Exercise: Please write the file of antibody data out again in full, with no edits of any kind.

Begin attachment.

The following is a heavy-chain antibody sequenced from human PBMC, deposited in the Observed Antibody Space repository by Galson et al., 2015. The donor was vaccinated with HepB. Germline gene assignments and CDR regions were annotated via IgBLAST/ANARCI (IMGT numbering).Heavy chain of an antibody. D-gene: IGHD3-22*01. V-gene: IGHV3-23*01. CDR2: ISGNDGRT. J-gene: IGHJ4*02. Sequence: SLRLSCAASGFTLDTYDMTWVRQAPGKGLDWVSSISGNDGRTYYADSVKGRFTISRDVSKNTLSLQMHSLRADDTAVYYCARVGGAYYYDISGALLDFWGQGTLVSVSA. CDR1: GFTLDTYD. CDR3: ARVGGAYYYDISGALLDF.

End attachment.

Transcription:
The following is a heavy-chain antibody sequenced from human PBMC, deposited in the Observed Antibody Space repository by Galson et al., 2015. The donor was vaccinated with HepB. Germline gene assignments and CDR regions were annotated via IgBLAST/ANARCI (IMGT numbering).Heavy chain of an antibody. D-gene: IGHD3-22*01. V-gene: IGHV3-23*01. CDR2: ISGNDGRT. J-gene: IGHJ4*02. Sequence: SLRLSCAASGFTLDTYDMTWVRQAPGKGLDWVSSISGNDGRTYYADSVKGRFTISRDVSKNTLSLQMHSLRADDTAVYYCARVGGAYYYDISGALLDFWGQGTLVSVSA. CDR1: GFTLDTYD. CDR3: ARVGGAYYYDISGALLDF.